Sosa v. Mejia, No. 1:2010cv01454 - Document 17 (E.D. Cal. 2011)

Court Description: FINDINGS and RECOMMENDATIONS: Recommending that Motion to Set Aside Entry of Default be Denined re 11 MOTION to SET ASIDE filed by Gerardo Mejia. These Findings and Recommendations are submitted to Judge Oliver W. Wanger;Objections to F&R due by 4/21/2011 signed by Magistrate Judge Michael J. Seng on 4/7/2011. (Yu, L)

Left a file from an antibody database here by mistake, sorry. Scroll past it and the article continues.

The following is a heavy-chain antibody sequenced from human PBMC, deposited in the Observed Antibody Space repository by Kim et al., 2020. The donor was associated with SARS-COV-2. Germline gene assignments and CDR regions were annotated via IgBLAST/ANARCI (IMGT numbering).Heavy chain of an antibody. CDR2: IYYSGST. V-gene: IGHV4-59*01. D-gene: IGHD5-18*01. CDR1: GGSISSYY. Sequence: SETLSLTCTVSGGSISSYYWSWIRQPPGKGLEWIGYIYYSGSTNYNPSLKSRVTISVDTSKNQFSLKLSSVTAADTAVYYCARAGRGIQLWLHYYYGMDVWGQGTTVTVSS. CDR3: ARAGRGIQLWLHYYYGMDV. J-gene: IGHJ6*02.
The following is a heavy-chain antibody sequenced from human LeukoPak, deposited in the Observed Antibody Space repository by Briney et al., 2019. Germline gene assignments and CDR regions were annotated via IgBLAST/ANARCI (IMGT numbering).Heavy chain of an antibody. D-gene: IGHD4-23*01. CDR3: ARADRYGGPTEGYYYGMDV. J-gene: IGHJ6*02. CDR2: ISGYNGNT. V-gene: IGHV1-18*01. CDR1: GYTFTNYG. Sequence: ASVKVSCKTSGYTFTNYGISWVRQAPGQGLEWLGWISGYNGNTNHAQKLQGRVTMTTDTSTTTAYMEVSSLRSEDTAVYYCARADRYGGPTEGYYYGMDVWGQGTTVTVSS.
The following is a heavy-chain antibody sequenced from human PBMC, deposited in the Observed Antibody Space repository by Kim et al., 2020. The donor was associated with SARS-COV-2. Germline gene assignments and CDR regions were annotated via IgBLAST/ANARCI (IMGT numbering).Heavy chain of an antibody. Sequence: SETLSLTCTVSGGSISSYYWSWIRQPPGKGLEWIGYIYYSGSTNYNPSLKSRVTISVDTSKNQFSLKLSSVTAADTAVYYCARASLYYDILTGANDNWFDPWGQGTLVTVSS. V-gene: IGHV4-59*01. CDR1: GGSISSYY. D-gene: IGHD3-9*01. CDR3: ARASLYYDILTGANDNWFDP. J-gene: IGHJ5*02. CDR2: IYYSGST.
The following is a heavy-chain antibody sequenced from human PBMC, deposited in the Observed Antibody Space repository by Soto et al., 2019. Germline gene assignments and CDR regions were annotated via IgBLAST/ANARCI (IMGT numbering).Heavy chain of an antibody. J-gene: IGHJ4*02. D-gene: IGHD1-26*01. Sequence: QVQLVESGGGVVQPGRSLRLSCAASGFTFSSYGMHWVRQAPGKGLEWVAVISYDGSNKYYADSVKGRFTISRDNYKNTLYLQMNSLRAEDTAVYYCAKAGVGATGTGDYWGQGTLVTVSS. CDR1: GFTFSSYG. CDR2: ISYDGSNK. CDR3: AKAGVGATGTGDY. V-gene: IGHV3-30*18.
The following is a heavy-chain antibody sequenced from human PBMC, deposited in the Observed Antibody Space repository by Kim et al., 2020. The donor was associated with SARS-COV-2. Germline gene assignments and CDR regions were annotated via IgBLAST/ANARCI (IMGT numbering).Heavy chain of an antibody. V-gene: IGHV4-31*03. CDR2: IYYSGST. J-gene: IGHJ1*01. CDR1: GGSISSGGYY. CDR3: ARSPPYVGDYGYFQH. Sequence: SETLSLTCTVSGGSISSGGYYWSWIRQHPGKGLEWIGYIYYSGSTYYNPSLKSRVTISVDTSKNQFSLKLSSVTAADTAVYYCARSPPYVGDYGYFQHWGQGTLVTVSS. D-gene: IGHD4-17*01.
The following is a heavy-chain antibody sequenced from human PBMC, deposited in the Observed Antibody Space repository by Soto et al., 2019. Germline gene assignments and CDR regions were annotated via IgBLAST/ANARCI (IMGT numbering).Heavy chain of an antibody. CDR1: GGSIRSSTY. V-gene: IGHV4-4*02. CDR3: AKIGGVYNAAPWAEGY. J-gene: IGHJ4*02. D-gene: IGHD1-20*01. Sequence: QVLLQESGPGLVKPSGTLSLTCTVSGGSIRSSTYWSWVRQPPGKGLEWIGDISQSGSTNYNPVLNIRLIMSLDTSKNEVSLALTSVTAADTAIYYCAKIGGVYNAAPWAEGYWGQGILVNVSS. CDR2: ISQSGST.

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Sosa v. Mejia Doc. 17 1 2 3 4 5 6 UNITED STATES DISTRICT COURT 7 EASTERN DISTRICT OF CALIFORNIA 8 9 JESUS SOSA, CASE NO. 1:10-cv-1454-OWW-MJS 10 Plaintiff, 11 v. 12 13 FINDINGS AND RECOMMENDATION RECOMMENDING MOTION TO SET ASIDE ENTRY OF DEFAULT BE DENIED GERARDO MEJIA d/b/a Mejia’s Taco Shop, (ECF No. 11) 14 OBJECTIONS DUE WITHIN FOURTEEN DAYS Defendant. 15 / 16 17 18 I. BACKGROUND 19 A. 20 On August 12, 2010, Plaintiff Jesus Sosa filed a Complaint against Defendant 21 Gerardo Mejia doing business as Mejia’s Taco Shop. The Complaint seeks relief pursuant 22 23 Plaintiff’s Allegations in the Complaint to the Americans with Disabilities Act of 1990, 42 U.S.C. § 12101 et seq., California Civil Code §§ 51, 54, and 54.1, and the California Health and Safety Code. 24 25 26 27 In his Complaint, Plaintiff alleges essentially as follows: Plaintiff is a disabled wheelchair-user. Defendant operates Mejia’s Taco Shop, a restaurant in Madera, California. When Plaintiff visited Defendant’s restaurant, he 1 2 3 encountered barriers that interfered with his ability to use and enjoy the goods, services, privileges, and accommodations offered. More specifically, on an unspecified date, Plaintiff visited Mejia’s Taco Shop and encountered barriers and deficiencies associated 4 5 6 with parking spaces, ramps, signs, doormats, toilet facilities, seating and access. He identifies approximately thirty-eight separate “barriers” that deter him from visiting the 7 restaurant. The barriers are easy to remove, but Defendants have intentionally refrained 8 from making alternations necessary to comply with accessibility standards. (ECF No. 2.) 9 Plaintiff seeks as relief an injunction, declaratory relief, statutory damages, and 10 attorney’s fees and costs. (Id.) 11 12 13 It is relevant to this motion that Plaintiff and his counsel simultaneously initiated in this Court three similar actions against other defendants. See Case Nos. 1:10-CV-01446- 14 LJO-GSA, 1:10-CV-01494-OWW-SKO, and 1:10-CV-01577-LJO-DLB. 15 defense counsel in this case also is representing the defendant(s) in each of those cases. 16 None of these other matters is before the undersigned Magistrate Judge. 17 B. Reportedly, Procedural History 18 19 20 On September 8, 2010, Plaintiff filed a proof of service indicating that on August 30, 2010, Defendant Gerardo Mejia had been personally served with the summons and related 21 papers at Mejia’s Taco Shop, 151 South Madera Avenue, Madera, California. (ECF No. 22 6.) On November 16, 2010, Plaintiff requested the Clerk of the Court enter default against 23 Defendant Mejia. (ECF No. 8.) On November 17, 2010, the Clerk of the Court entered 24 default. (ECF No. 9.) 25 Two and one half months later, on January 31, 2011, Defendant filed a Motion to 26 27 Set Aside the Clerk’s Default. (ECF No. 11.) On February 22, 2011, Plaintiff filed his -2- 1 2 3 opposition. (ECF No. 14.) The matter was set for hearing on March 18, 2011. On March 14, 2011, the Court determined pursuant to Local Rule 230(g) that the matter was suitable for decision without oral argument. The scheduled hearing on the Motion to Set Aside 4 5 6 Default was vacated and the matter deemed submitted. (ECF No. 15.) The Court has carefully reviewed and considered all of the pleadings and moving 7 and opposition papers, including arguments, points and authorities, declarations, and 8 exhibits.1 9 C. 10 Factual Dispute Regarding Timing of Response to Pleading The parties present different versions, or at least different understandings, of what 11 12 13 occurred between the service of the Complaint in this case and the filing of the instant Motion. Each parties contention is set forth below. 1. 14 15 16 17 Plaintiff’s Version The following facts are derived from Plaintiff’s opposition points and authorities, supporting declarations, and the exhibits attached thereto. (ECF No. 14.) After service of the Complaint on Defendant on August 30, 2010, attorney Steven 18 19 20 Geringer advised Plaintiff’s counsel’s office (in a September 29, 2010 letter) that he would be representing Defendant in this case. 21 As of October 25, 2010, no responsive pleading having been filed, Plaintiff’s 22 counsel’s office telephoned defense counsel and advised that default would be entered if 23 a response was not filed. This call was followed by a letter dated November 2, 2010 24 advising defense counsel that Court rules precluded Plaintiff from granting Defendant 25 26 27 1 Not all that the Court reviewed is discussed here. Lack of reference to a written point, docum ent, or part of a docum ent is not to be read as a failure to consider sam e. -3- 1 2 3 further extensions to respond and stating: “Accordingly, if a responsive pleading is not filed [in the similar cases] on or before Friday, November 5, 2010, we will immediately take the default” of all defendants in the cases.2 4 5 6 Following a November 3, 2010 telephone conversation between the two counsel, Plaintiff wrote to “confirm” same and advised that no further time extensions could be 7 given, but that if either a settlement were reached or a responsive pleading filed on or 8 before November 15, 2010, no default would be entered. The letter added that if neither 9 of those events occurred before that date, “a default will be taken against your clients.” 10 Defense counsel’s office was given a telephonic reminder of this deadline on November 11 12 13 9, 2010. Nevertheless, on the day of the deadline, November 15, 2010, Mr. Geringer’s office 14 called and requested an extension of time to file a responsive pleading. Plaintiff’s 15 counsel’s paralegal then spoke directly with Mr. Geringer by phone and advised him that 16 if his clients “responsive pleading was not filed by the end of the day, that on November 17 16, 2010 his clients’ default would be taken...” As promised, Plaintiff moved for entry of 18 default the following day. 19 2. 20 21 22 Defendant’s Version The following facts are derived from Defendant’s points and authorities and declaration in support of his motion to set aside Default.3 23 24 25 26 27 2 Interestingly, the letter does not refer to this case by nam e or num ber. However, the m otion papers filed by both Plaintiff and Defendant suggest an intent and understanding by both parties that all four cases were to be covered by their com m unications. 3 A careful reading suggest these opposition papers sim ply reprint under the caption of this case that which was filed in one of the other related cases. -4- 1 2 3 After defendants in this and the similar cases received notice of Plaintiff’s complaints and retained attorney Geringer to represent them, he contacted Plaintiff’s counsel and advised of his retention. He also advised of several perceived deficiencies 4 5 6 in the complaints and/or service of the complaints in some of the cases. (Apparently none were identified in the instant case.4) Mr. Geringer agreed to accept service of an amended 7 complaint in one or more of the other actions. He advised that in all four cases the 8 defendants were going to retain consultants to see if action needed to be taken to bring 9 their respective businesses into compliance with applicable law. 10 He provided this information to ensure that the correct individuals were named as defendants and were 11 12 13 properly served so that the parties could avoid having to file motions to strike and motions to set aside void judgments. 14 Defense counsel asserts, in effect, that when the above-described phone 15 conversation ended, he “understood that the complaint [in each of the four similar matters] 16 would be amended to properly assert the claims and provide proper service of each of 17 legal actions.”5 18 Based thereon, and apparently notwithstanding the repeated notices, oral and 19 20 written, from Plaintiffs’ counsel that default would be entered if no responsive pleading was 21 filed or other resolution obtained by November 15, 2010, defense counsel took no further 22 action until January 4, 2011—long after the response deadline had expired and the default 23 24 25 26 27 4 After referring to the m isnam ing of a party in one of the other actions, defense counsel states that “there were num erous other errors” in the other three actions as well. He describes som e of those errors. None appear to apply to this case. 5 Defense counsel gives no indication as to why he m ay have believed any am endm ent or reservice m ight have been necessary or expected in the instant case. -5- 1 2 3 had been entered in this case. II. LEGAL STANDARD Rule 55(c) of the Federal Rules of Civil Procedure provides that a court may set 4 5 aside a default for “good cause shown.” In this Circuit, the “good cause” standard that 6 governs vacating an entry of default under Rule 55(c) is the same standard that governs 7 vacating a default judgment under Rule 60(b), i.e., the one seeking to set aside a default 8 judgment must demonstrate “mistake, inadvertence, surprise or excusable neglect.” 9 10 Franchise Holding II, LLC v. Huntington Restaurants Group, Inc., 375 F.3d 922, 925-926 (9th Cir. 2004); TCI Group Life Ins. Plan v. Knoebber, 244 F.3d 691, 696 (9th Cir. 2001); 11 12 FRCP 60(b)(1). However, the Court has “especially broad” discretion in setting aside entry 13 of default as compared to a default judgment. Brady v. United States, 211 F.3d 499, 504 14 (9th Cir. 2000). Additionally, there is a strong preference for cases to be resolved on the 15 merits. See In re Hammer, 940 F.2d 524, 525 (9th Cir. 1991). 16 17 In considering whether to set aside the entry of default, the Court must consider three factors: (1) the culpability of the conduct that led to the default; (2) whether setting 18 19 aside the default would prejudice Plaintiff; and (3) whether Defendants have a meritorious 20 defense. Franchise Holding II, LLC, 375 F.3d at 926. The moving party bears the burden 21 of establishing that these factors favor setting aside the entry of default, and the Court may 22 deny the motion if the moving party fails to meet this burden with respect to any of these 23 24 factors. Id. If the Court grants relief from the default, it may impose terms and conditions 25 26 appropriate to make the relief just and fair for the other party. Nilsson, Robbins et al. V. 27 -6- 1 2 3 Louisianna Hydrolec, 854 F.2d 1583, 1546-1547 (9th Cir. 1988). These may include an order that defendant pay plaintiff’s attorney fees and costs incurred in connection with the default. Id. 4 5 6 //// III. ANALYSIS 7 The Court will consider each of the three factors in turn below. 8 A. 9 10 Whether Defendant was Culpable “A defendant’s conduct is culpable if he has received actual or constructive notice of the filing of the action and intentionally failed to answer.” TCI Group Life Ins. Plan v. 11 12 13 14 15 16 17 Knoebber, 244 F.3d 691, 697 (9th Cir. 2001) (emphasis in original). The Ninth Circuit recently held: In this context, the term “intentionally” means that a movant cannot be treated as culpable simply for having made a conscious choice not to answer; rather, to treat the failure as culpable, the movant must have acted with bad faith, such as an “intention to take advantage of the opposing party, interfere with judicial decisionmaking, or otherwise manipulate the legal process.” 18 19 20 United States v. Signed Personal Check No. 730 of Yubran S. Mesle, 615 F.3d 1085, 1092 (9th Cir. 2010) (quoting TCI Group, 244 F.3d at 697). 21 Defendant argues that his conduct was not culpable because his failure to appear 22 and answer the Complaint was “based on defendants’ counsel’s mistake that plaintiff would 23 24 be amending his complaint and reserving it.” (Mot. To Set Aside Default (ECF No. 11-1) p. 1.) Defendant’s counsel’s sworn Declaration states that he “understood that the 25 26 complaint in this matter and the other three matters would be amended to properly assert 27 -7- 1 2 3 the claims and provide proper service of each of [sic] legal actions.” (Decl. of Steven Geringer (ECF No. 11-2) ¶ 4.) It appears he honestly believed he was not obliged to defend this action until an amended complaint was filed. 4 There is no evidence that Defendant’s failure to answer the complaint was the result 5 6 of bad faith or an attempt to take advantage of the opposing party or game the system. 7 Defense counsel’s belief that no pleading response would be necessary until amendment 8 occurred was reasonable, at least in the abstract; it was less so when examined in the light 9 of the contrary notices from plaintiff’s counsel. However, regardless of the reasonableness 10 of the belief, there does not appear to have been any deliberately wrongful intent. While 11 12 13 the failure may suggest negligence, even gross negligence on the part of counsel does not necessarily constitute culpable conduct. See Community Dental Servs. v. Tani, 282 F.3d 14 1164, 1169 (9th Cir. 2002) (“where the client has demonstrated gross negligence on the 15 part of his counsel, a default judgment may be set aside.”). Moreover, Defendant himself 16 appears to have been innocently unaware of what transpired in these regards. 17 Accordingly, the Court finds that the failure to timely defend against this action was not the 18 result of Defendant’s (or his counsel’s) culpable conduct. 19 B. 20 Prejudice to Plaintiff 21 The Court also must consider whether Plaintiff will suffer any prejudice if the entries 22 of default are set aside. TCI Group, 244 F.3d at 696. To be prejudicial, the setting aside 23 of the default “must result in greater harm than simply delaying the resolution of the case. 24 The standard is whether the plaintiff’s ability to pursue his claim will be hindered.” Id. at 25 701. 26 27 Plaintiff’s papers do not assert or establish that he would suffer any harm other than -8- 1 2 3 delay in the resolution of his case if the default were set aside. There is no basis on which the Court can find otherwise, except insofar it is clear that Plaintiff had to incur time and expense in having default entered and in responding to this motion to set aside default. 4 5 6 If the motion to set aside were granted, that prejudice could and should be compensated by Defendant reimbursing Plaintiff for those expenditures. 7 C. 8 A defendant seeking to set aside an entry of default must present specific facts that 9 10 Meritorious Defense would constitute a defense. TCI Group, 244 F.3d at 696. This burden is not “extraordinarily heavy,” as a movant need only demonstrate law or facts showing that a 11 12 sufficient defense is assertable. Id. at 700. In determining whether the moving party has 13 satisfied its burden, the Court is to “examine[] the allegations contained in the moving 14 papers to determine whether the movant’s version of the factual circumstances 15 surrounding the dispute, if true, would constitute a defense to the action.” In re Stone, 588 16 17 F.2d 1316, 1319 (10th Cir. 1978). Here, Defendant presents no declaration, no argument, no authorities, no facts, no 18 19 20 evidence and no other basis upon which one might conclude that he has a meritorious defense. The only indication that Defendant would mount a defense at all is a document 21 attached to the instant motion that is purportedly a proposed answer to Plaintiff’s 22 Complaint.6 (Proposed Answer (ECF No. 11-3)). It states Defendant has “no knowledge 23 or information sufficient to form a belief as to the truth” of most of the allegations, 24 including allegations as to the provisions of law. (Id. ¶ 2.) It denies some fifteen of the 25 26 27 6 The Court questions whether the attached answer even pertains to this case as it adm its certain facts “as to Defendant Rubio only” and there is no such Defendant in this case. -9- 1 2 3 fifty-two allegations, including those alleging acts or omissions by Defendants in violation of applicable law. (Id. ¶ 3.) It asserts one affirmative defense, an alleged failure of the complaint to state a claim on which relief can be granted. 4 5 6 The Court finds that Defendant has failed to satisfy his burden of putting forth facts showing that he could mount a meritorious defense. Nothing filed in connection with the 7 instant Motion—including the proposed Answer—supplies any facts that could form the 8 basis for a defense. The bare assertion of the affirmative defense that Plaintiff’s Complaint 9 fails to state a claim upon which relief could be granted is a conclusory legal statement that 10 does not satisfy Defendant’s burden. See Cassidy v. Tenorio, 856 F.2d 1412, 1416 (9th 11 12 13 Cir. 1988) (holding that a “naked, conclusory allegation, without a statement of underlying facts which tend to support such an allegation, is insufficient to make out a colorable claim 14 to a meritorious defense.”); Sovereign Capital Resources, LLC v. Armstrong Square Ltd. 15 Partnership, 58 F. App’x 335, 336 (9th Cir. 2003) (statement that defendant “believed” she 16 had a meritorious defense was insufficient to set aside entry of default because it 17 “consisted of legal conclusions devoid of factual support”). 18 Because it is clear that the party seeking to set aside an entry of default bears the 19 20 burden of demonstrating that all three good cause factors are satisfied, see TCI Group, 21 244 F.3d at 696, and Defendant in this case has failed to submit any facts showing that he 22 could mount a meritorious defense, it would be an abuse of discretion to set aside the entry 23 of default. See Hawaii Carpenters’ Trust Funds v. Stone, 794 F.2d 508, 513 (9th Cir. 24 1986) (where defendant failed to set forth a meritorious defense, “it would have been an 25 abuse of discretion to set aside the entry of default.”). “To permit reopening of the case 26 27 in the absence of some showing of a meritorious defense would cause needless delay and -10- 1 2 3 expense to the parties and the court system.” Id. Accordingly, the Court will recommend that the Motion to Set Aside be DENIED. IV. CONCLUSION AND RECOMMENDATIONS 4 The Court finds that Defendant has failed to meet his burden of showing that he has 5 6 a meritorious defense and, therefore, failed to show that there is good cause to set aside 7 the entry of default in this case. Accordingly, the Court RECOMMENDS that Defendant’s 8 Motion to Set Aside Entry of Default should be DENIED. 9 10 These findings and recommendations are submitted to the district judge assigned to this action, pursuant to Title 28 of the United States Code section 636(b)(1)(B) and this 11 12 Court’s Local Rule 304. Within fourteen (14) days of service of these Findings and 13 Recommendation, any party may file written objections with the Court and serve a copy on 14 all parties. Such a document should be captioned “Objections to Magistrate Judge’s 15 Findings and Recommendations.” The district judge will review the magistrate judge’s 16 17 findings and recommendations pursuant to Title 28 of the United States Code section 636(b)(1)(C). The parties are advised that failure to file objections within the specified time 18 19 20 may waive the right to appeal the district judge’s order. Martinez v. Ylst, 951 F.2d 1153 (9th Cir. 1991). 21 22 IT IS SO ORDERED. 23 24 25 Dated: ci4d6 April 7, 2011 /s/ Michael J. Seng UNITED STATES MAGISTRATE JUDGE 26 27 -11-